How to spend 24 hours in Phoenix

The Sonoran Desert, near Phoenix.

Phoenix. The bird, that long-lived bird that obtains new life by arising from the ashes of its predecessor? No. This Phoenix is a city that gets its name from pioneer Phillip Darrell Duppa, who saw the ruins of the Hohokam and believed another civilisation would rise from the ashes. No, there is no ash scattered here. The landscape is brown, the rocks red, the cactus tall, the people affable, the to-do things countless, and the city has a rocky neighbour called the Grand Canyon. Emma Stone studied here and legendary architect Frank Lloyd Wright called Phoenix his home. 

In Phoenix, my first thought was to shut up the ticking clock. I had 24 hours in the capital of Arizona. I wanted it stretched to eternity. I sure could not. This is what I did in the sixth most populous city in the US that has the country’s highest per capita spa.   

Breakfast at Ahnala Mesquite Room: It is little off-town but in the desert, a berry-morning in the We-Ko-Pa Resort is the best way to get off the bed. The tall ‘berry happy day’ juice packs a punch. You can ‘meet the Benedicts’ (the egg benedicts), dig into prickly pear cactus pico, or opt for ‘cowboy skillet’. Wash it down with ‘tipsy tea’, ‘bacon bloody mary’ or a Kahlua B52. 

High adrenaline at Fort McDowell Adventures: Slather buckets of sunscreen. The dry Phoenix heat can singe one tan. The real western adventure unfolds in a setting of 25,000 acres of a spectacular open desert where one can horseback, go on land/river tours, balance a Segway or go offroading, gather dust - and adrenaline — in green zebra Tomcars. 

Musical Instruments Museum (MIM): A square drum. An instrument shaped like a snake. Steel pans. Surbahar. Instruments made out of trash. The world’s only global musical instruments museum houses more than 13,000 musical instruments from nearly 200 countries. Perhaps the most unusual is a 12-foot octobass that was invented in 1850 by Jean-Baptiste Vuillaumehas, and there are only seven octobasses in the world. This giant bass produces a sound so low, some of the notes fall outside the range of human hearing — these vibrations can only be felt. MIM also has a corner dedicated to Pandit Ravi Shankar.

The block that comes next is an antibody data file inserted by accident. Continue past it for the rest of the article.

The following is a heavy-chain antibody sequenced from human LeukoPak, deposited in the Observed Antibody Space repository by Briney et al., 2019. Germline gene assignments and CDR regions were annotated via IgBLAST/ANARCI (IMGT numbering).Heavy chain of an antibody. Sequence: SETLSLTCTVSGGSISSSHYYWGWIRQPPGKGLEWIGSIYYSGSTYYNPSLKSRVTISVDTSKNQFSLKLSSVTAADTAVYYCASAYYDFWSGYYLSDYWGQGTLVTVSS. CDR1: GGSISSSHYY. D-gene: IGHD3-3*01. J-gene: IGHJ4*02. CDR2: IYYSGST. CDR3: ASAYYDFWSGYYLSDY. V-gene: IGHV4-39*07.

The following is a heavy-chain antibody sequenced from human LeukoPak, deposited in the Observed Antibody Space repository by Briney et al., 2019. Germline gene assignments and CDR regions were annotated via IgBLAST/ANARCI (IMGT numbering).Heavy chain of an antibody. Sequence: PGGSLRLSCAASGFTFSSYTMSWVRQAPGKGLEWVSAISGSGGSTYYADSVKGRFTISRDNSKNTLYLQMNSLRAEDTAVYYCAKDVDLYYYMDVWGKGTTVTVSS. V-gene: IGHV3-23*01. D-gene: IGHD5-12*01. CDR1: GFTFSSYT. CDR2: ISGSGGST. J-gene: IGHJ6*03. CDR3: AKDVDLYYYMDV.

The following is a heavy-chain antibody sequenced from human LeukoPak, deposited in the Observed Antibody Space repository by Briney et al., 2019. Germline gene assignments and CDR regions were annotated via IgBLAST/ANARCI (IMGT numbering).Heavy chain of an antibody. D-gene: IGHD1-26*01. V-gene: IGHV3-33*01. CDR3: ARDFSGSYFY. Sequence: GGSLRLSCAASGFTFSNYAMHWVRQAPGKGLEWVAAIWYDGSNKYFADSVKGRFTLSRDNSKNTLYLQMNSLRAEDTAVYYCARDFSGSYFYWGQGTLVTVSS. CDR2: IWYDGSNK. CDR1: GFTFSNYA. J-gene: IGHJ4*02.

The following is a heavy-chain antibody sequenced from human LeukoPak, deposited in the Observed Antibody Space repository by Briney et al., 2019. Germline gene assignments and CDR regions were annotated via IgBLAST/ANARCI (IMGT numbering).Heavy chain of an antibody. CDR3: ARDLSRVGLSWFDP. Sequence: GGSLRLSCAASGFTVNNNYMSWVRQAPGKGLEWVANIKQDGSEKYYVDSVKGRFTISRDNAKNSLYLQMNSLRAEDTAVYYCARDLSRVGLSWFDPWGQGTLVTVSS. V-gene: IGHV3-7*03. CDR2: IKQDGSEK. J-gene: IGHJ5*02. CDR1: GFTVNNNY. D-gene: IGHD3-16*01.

Lunch at Windsor Restaurant: Before you eat, head towards the washroom. Not for emptying your bladder, but for the ‘cassette wall’. Yes, the music-themed restaurant has a wall made of old-fashioned cassettes. And before you order, remember it is OK to ‘lick the plate’. Go on. We won’t judge. That’s the restaurant’s proclaimed edict. Order ‘loaded chips’ (potato chips with caramelised onion, bacon, blue cheese & chipotle crèma) or the ‘Greek god’ (pita, hummus, Greek yoghurt & tarragon-mustard marinated veggies) for starters. Burgers/sandwiches, pork ribs, just-out market fish are the staple mains.  

Afternoon museums: Pick your afternoon museum depending on whether you want to play with fire, poke yourself with desert thorns or count the kachina dolls. Or, walk around the house of architect Frank Lloyd Wright. The Hall of Flame has the world’s largest collection of fire-fighting equipment; the Desert Botanical Garden is home to thousands of desert plants; and the Heard Museum, which opened in 1929, is the largest repository of Native American artefacts. Known as Taliesin West, the Wright estate was established in 1937 as the architect’s winter home and the bustling headquarters of the Taliesin Fellowship.  

Coffee & murals: Take a coffee break at Roosevelt Point and walk around Roosevelt Road staring at beautifully painted walls.

Dinner at La Hacienda, Fairmont: Here, there’s a ‘Tequila Goddess’ who brings tequila shots with a snake called Bob. There’s a server named Igor who could pass off as a flame-thrower — he makes flaming coffee tableside. At La Hacienda in Fairmont Hotel, the ambience is ritzy, the food, the best — Mexican, the ceiling — wood-beamed ceilings, and its chef is the legendary Richard Sandoval. 

Gamble or walk: End the night with slot machines in Fort McDowell Casino or walk around downtown to breathe the crisp air and gape at outdoor sculptures. 

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How to spend 24 hours in Phoenix

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